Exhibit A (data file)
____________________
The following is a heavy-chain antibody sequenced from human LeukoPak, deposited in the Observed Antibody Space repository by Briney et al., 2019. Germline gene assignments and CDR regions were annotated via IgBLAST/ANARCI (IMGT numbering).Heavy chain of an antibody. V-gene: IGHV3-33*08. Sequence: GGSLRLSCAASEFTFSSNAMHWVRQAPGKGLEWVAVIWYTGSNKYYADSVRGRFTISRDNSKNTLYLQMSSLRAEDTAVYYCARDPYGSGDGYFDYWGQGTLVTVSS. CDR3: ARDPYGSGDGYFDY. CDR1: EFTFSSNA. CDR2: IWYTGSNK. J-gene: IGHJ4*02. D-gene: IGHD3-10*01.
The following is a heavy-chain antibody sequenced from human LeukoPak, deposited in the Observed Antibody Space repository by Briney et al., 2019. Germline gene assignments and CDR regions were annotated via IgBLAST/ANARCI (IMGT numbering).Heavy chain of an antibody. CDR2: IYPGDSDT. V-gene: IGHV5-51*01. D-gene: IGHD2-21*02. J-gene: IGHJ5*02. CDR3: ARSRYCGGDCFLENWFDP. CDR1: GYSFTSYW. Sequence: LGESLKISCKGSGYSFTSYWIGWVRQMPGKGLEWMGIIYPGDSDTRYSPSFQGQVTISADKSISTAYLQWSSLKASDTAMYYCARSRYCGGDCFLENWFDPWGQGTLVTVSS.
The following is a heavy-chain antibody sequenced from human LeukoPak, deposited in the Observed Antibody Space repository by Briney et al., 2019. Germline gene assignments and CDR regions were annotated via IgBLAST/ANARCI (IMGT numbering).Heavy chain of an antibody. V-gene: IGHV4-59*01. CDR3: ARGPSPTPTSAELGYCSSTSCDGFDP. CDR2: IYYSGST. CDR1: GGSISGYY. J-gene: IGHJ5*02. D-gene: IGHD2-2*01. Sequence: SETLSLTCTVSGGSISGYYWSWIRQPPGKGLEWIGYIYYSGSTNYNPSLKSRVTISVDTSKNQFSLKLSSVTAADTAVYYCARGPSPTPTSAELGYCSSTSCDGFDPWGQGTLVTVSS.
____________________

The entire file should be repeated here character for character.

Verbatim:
The following is a heavy-chain antibody sequenced from human LeukoPak, deposited in the Observed Antibody Space repository by Briney et al., 2019. Germline gene assignments and CDR regions were annotated via IgBLAST/ANARCI (IMGT numbering).Heavy chain of an antibody. V-gene: IGHV3-33*08. Sequence: GGSLRLSCAASEFTFSSNAMHWVRQAPGKGLEWVAVIWYTGSNKYYADSVRGRFTISRDNSKNTLYLQMSSLRAEDTAVYYCARDPYGSGDGYFDYWGQGTLVTVSS. CDR3: ARDPYGSGDGYFDY. CDR1: EFTFSSNA. CDR2: IWYTGSNK. J-gene: IGHJ4*02. D-gene: IGHD3-10*01.
The following is a heavy-chain antibody sequenced from human LeukoPak, deposited in the Observed Antibody Space repository by Briney et al., 2019. Germline gene assignments and CDR regions were annotated via IgBLAST/ANARCI (IMGT numbering).Heavy chain of an antibody. CDR2: IYPGDSDT. V-gene: IGHV5-51*01. D-gene: IGHD2-21*02. J-gene: IGHJ5*02. CDR3: ARSRYCGGDCFLENWFDP. CDR1: GYSFTSYW. Sequence: LGESLKISCKGSGYSFTSYWIGWVRQMPGKGLEWMGIIYPGDSDTRYSPSFQGQVTISADKSISTAYLQWSSLKASDTAMYYCARSRYCGGDCFLENWFDPWGQGTLVTVSS.
The following is a heavy-chain antibody sequenced from human LeukoPak, deposited in the Observed Antibody Space repository by Briney et al., 2019. Germline gene assignments and CDR regions were annotated via IgBLAST/ANARCI (IMGT numbering).Heavy chain of an antibody. V-gene: IGHV4-59*01. CDR3: ARGPSPTPTSAELGYCSSTSCDGFDP. CDR2: IYYSGST. CDR1: GGSISGYY. J-gene: IGHJ5*02. D-gene: IGHD2-2*01. Sequence: SETLSLTCTVSGGSISGYYWSWIRQPPGKGLEWIGYIYYSGSTNYNPSLKSRVTISVDTSKNQFSLKLSSVTAADTAVYYCARGPSPTPTSAELGYCSSTSCDGFDPWGQGTLVTVSS.